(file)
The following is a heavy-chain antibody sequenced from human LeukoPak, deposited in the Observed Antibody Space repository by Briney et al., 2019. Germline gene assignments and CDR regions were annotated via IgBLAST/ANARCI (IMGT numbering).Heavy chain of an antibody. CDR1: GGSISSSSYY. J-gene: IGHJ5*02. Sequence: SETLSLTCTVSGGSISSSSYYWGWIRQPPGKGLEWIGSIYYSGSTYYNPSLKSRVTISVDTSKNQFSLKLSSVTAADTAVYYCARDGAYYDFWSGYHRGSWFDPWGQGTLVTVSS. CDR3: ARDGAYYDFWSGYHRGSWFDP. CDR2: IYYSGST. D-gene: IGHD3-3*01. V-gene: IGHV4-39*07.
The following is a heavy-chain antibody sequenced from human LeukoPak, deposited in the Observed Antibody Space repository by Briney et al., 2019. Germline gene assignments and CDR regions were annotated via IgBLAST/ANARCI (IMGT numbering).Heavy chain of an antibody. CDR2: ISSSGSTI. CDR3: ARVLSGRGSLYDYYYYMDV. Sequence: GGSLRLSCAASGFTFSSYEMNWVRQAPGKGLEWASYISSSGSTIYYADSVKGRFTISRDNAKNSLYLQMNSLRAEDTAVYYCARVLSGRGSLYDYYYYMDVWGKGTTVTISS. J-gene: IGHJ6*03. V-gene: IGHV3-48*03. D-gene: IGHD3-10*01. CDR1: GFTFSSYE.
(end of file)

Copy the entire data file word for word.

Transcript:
The following is a heavy-chain antibody sequenced from human LeukoPak, deposited in the Observed Antibody Space repository by Briney et al., 2019. Germline gene assignments and CDR regions were annotated via IgBLAST/ANARCI (IMGT numbering).Heavy chain of an antibody. CDR1: GGSISSSSYY. J-gene: IGHJ5*02. Sequence: SETLSLTCTVSGGSISSSSYYWGWIRQPPGKGLEWIGSIYYSGSTYYNPSLKSRVTISVDTSKNQFSLKLSSVTAADTAVYYCARDGAYYDFWSGYHRGSWFDPWGQGTLVTVSS. CDR3: ARDGAYYDFWSGYHRGSWFDP. CDR2: IYYSGST. D-gene: IGHD3-3*01. V-gene: IGHV4-39*07.
The following is a heavy-chain antibody sequenced from human LeukoPak, deposited in the Observed Antibody Space repository by Briney et al., 2019. Germline gene assignments and CDR regions were annotated via IgBLAST/ANARCI (IMGT numbering).Heavy chain of an antibody. CDR2: ISSSGSTI. CDR3: ARVLSGRGSLYDYYYYMDV. Sequence: GGSLRLSCAASGFTFSSYEMNWVRQAPGKGLEWASYISSSGSTIYYADSVKGRFTISRDNAKNSLYLQMNSLRAEDTAVYYCARVLSGRGSLYDYYYYMDVWGKGTTVTISS. J-gene: IGHJ6*03. V-gene: IGHV3-48*03. D-gene: IGHD3-10*01. CDR1: GFTFSSYE.